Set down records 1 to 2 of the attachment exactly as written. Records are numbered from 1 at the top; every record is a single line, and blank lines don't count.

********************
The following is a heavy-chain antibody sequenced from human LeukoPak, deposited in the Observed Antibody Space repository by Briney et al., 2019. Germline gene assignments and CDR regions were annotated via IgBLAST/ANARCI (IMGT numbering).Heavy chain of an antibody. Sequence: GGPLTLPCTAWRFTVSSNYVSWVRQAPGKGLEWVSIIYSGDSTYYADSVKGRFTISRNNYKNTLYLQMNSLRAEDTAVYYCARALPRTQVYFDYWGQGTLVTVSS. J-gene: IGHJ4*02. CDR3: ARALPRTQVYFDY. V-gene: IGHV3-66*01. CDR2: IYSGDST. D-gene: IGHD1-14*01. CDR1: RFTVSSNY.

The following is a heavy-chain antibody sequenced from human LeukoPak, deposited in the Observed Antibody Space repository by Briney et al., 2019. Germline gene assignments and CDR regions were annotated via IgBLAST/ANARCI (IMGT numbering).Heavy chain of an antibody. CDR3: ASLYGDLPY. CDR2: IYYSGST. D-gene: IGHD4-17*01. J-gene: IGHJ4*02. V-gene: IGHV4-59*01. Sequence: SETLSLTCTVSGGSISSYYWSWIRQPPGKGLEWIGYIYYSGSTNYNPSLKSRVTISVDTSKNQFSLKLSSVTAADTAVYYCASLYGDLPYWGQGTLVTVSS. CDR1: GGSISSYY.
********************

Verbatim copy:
The following is a heavy-chain antibody sequenced from human LeukoPak, deposited in the Observed Antibody Space repository by Briney et al., 2019. Germline gene assignments and CDR regions were annotated via IgBLAST/ANARCI (IMGT numbering).Heavy chain of an antibody. Sequence: GGPLTLPCTAWRFTVSSNYVSWVRQAPGKGLEWVSIIYSGDSTYYADSVKGRFTISRNNYKNTLYLQMNSLRAEDTAVYYCARALPRTQVYFDYWGQGTLVTVSS. J-gene: IGHJ4*02. CDR3: ARALPRTQVYFDY. V-gene: IGHV3-66*01. CDR2: IYSGDST. D-gene: IGHD1-14*01. CDR1: RFTVSSNY.

The following is a heavy-chain antibody sequenced from human LeukoPak, deposited in the Observed Antibody Space repository by Briney et al., 2019. Germline gene assignments and CDR regions were annotated via IgBLAST/ANARCI (IMGT numbering).Heavy chain of an antibody. CDR3: ASLYGDLPY. CDR2: IYYSGST. D-gene: IGHD4-17*01. J-gene: IGHJ4*02. V-gene: IGHV4-59*01. Sequence: SETLSLTCTVSGGSISSYYWSWIRQPPGKGLEWIGYIYYSGSTNYNPSLKSRVTISVDTSKNQFSLKLSSVTAADTAVYYCASLYGDLPYWGQGTLVTVSS. CDR1: GGSISSYY.